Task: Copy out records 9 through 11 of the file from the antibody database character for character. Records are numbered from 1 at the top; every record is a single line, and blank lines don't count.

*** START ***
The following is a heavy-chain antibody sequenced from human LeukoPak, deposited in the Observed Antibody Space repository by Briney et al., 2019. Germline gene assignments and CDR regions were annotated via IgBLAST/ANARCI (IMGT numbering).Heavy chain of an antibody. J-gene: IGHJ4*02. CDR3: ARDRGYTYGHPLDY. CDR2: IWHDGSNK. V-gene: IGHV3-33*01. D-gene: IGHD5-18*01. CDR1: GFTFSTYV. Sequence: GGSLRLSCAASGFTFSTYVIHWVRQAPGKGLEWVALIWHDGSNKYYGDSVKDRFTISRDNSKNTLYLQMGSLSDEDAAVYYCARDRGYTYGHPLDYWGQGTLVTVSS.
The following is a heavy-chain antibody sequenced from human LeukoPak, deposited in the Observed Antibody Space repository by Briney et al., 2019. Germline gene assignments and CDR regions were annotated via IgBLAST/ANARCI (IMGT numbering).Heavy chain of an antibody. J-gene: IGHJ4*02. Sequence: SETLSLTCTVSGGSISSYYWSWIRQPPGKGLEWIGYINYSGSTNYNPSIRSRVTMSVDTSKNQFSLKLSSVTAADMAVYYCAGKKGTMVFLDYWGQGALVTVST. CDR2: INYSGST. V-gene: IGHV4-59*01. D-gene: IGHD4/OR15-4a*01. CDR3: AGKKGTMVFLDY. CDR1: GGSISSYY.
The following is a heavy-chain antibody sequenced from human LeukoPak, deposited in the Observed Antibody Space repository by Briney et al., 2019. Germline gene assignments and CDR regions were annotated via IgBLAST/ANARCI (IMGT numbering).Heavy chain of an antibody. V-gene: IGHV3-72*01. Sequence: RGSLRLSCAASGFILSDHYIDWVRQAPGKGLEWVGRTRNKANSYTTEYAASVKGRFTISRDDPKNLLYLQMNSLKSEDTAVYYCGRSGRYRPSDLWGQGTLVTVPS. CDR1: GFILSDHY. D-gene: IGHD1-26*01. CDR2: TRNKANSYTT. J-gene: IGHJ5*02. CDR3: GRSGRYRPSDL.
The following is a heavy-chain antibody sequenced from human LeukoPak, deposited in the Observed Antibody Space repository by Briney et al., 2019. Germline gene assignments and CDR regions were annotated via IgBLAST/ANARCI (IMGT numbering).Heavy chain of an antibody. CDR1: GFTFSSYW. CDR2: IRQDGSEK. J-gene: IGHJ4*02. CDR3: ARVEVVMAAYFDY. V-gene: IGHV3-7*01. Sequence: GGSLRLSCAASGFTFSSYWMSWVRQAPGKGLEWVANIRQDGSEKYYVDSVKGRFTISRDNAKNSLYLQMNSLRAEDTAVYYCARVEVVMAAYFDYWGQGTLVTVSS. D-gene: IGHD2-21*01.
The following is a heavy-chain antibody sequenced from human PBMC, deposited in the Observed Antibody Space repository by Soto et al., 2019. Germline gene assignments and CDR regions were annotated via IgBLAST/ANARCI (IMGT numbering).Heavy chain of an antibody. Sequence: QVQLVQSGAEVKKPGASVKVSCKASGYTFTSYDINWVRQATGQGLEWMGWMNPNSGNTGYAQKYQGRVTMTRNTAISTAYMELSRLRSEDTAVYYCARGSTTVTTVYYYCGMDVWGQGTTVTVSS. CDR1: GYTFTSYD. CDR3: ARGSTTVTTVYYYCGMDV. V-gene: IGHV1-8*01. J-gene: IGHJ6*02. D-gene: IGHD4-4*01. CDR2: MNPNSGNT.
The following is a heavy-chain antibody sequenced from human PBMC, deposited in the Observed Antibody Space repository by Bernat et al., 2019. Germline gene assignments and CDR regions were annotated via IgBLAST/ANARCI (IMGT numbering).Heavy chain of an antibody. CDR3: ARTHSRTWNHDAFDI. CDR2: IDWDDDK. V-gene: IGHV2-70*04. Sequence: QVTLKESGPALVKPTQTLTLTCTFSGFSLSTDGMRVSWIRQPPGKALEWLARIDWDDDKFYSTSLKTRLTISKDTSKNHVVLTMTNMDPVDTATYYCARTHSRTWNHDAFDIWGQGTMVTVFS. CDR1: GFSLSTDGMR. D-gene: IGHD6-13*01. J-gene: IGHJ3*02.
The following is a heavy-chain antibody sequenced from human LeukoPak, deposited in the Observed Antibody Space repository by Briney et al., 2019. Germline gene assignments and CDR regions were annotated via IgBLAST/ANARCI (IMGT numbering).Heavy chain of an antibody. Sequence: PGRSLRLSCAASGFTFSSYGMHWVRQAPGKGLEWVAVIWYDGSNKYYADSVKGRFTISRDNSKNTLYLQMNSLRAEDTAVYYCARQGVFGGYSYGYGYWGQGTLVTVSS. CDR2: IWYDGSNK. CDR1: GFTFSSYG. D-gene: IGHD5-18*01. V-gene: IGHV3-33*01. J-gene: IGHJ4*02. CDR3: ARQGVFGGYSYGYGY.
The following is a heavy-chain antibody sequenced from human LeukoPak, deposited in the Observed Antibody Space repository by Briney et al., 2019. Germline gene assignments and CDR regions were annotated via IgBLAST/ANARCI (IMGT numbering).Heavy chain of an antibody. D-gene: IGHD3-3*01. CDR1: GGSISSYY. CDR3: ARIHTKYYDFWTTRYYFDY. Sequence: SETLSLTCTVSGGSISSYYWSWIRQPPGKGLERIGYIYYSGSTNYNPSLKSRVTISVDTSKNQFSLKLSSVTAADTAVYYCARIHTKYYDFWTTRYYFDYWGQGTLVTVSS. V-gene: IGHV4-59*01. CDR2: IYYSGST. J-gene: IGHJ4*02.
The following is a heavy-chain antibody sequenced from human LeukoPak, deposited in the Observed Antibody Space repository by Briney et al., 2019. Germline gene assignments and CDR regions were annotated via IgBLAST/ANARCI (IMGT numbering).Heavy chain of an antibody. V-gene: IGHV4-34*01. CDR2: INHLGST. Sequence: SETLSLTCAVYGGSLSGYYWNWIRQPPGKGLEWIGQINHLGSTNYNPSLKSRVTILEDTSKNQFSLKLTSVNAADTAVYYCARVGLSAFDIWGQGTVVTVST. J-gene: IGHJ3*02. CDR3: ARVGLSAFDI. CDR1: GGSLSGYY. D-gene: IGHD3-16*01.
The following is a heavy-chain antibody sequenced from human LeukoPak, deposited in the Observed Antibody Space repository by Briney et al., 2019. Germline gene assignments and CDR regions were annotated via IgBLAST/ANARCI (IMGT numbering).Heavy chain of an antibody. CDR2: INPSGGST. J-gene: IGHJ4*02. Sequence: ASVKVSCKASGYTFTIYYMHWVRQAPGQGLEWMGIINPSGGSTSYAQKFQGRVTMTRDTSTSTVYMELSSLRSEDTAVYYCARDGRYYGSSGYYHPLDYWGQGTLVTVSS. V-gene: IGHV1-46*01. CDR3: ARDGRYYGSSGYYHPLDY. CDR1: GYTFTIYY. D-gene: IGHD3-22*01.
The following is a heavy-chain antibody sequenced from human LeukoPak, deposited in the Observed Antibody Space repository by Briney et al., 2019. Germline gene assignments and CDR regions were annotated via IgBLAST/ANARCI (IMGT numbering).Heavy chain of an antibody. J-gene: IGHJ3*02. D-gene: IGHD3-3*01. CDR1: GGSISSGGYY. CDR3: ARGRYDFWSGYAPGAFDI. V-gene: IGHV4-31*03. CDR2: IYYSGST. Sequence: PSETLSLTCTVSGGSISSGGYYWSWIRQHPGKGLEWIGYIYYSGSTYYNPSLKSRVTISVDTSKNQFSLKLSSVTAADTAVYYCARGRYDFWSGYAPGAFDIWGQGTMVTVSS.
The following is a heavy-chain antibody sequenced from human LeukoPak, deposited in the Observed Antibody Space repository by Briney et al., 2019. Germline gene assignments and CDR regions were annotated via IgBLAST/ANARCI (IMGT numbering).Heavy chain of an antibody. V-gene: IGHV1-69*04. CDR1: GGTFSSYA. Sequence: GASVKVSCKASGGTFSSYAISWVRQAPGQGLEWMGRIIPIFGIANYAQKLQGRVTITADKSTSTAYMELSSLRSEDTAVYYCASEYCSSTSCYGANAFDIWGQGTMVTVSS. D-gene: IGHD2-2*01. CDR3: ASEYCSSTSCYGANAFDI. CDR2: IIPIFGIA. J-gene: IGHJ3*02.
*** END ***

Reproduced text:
The following is a heavy-chain antibody sequenced from human LeukoPak, deposited in the Observed Antibody Space repository by Briney et al., 2019. Germline gene assignments and CDR regions were annotated via IgBLAST/ANARCI (IMGT numbering).Heavy chain of an antibody. V-gene: IGHV4-34*01. CDR2: INHLGST. Sequence: SETLSLTCAVYGGSLSGYYWNWIRQPPGKGLEWIGQINHLGSTNYNPSLKSRVTILEDTSKNQFSLKLTSVNAADTAVYYCARVGLSAFDIWGQGTVVTVST. J-gene: IGHJ3*02. CDR3: ARVGLSAFDI. CDR1: GGSLSGYY. D-gene: IGHD3-16*01.
The following is a heavy-chain antibody sequenced from human LeukoPak, deposited in the Observed Antibody Space repository by Briney et al., 2019. Germline gene assignments and CDR regions were annotated via IgBLAST/ANARCI (IMGT numbering).Heavy chain of an antibody. CDR2: INPSGGST. J-gene: IGHJ4*02. Sequence: ASVKVSCKASGYTFTIYYMHWVRQAPGQGLEWMGIINPSGGSTSYAQKFQGRVTMTRDTSTSTVYMELSSLRSEDTAVYYCARDGRYYGSSGYYHPLDYWGQGTLVTVSS. V-gene: IGHV1-46*01. CDR3: ARDGRYYGSSGYYHPLDY. CDR1: GYTFTIYY. D-gene: IGHD3-22*01.
The following is a heavy-chain antibody sequenced from human LeukoPak, deposited in the Observed Antibody Space repository by Briney et al., 2019. Germline gene assignments and CDR regions were annotated via IgBLAST/ANARCI (IMGT numbering).Heavy chain of an antibody. J-gene: IGHJ3*02. D-gene: IGHD3-3*01. CDR1: GGSISSGGYY. CDR3: ARGRYDFWSGYAPGAFDI. V-gene: IGHV4-31*03. CDR2: IYYSGST. Sequence: PSETLSLTCTVSGGSISSGGYYWSWIRQHPGKGLEWIGYIYYSGSTYYNPSLKSRVTISVDTSKNQFSLKLSSVTAADTAVYYCARGRYDFWSGYAPGAFDIWGQGTMVTVSS.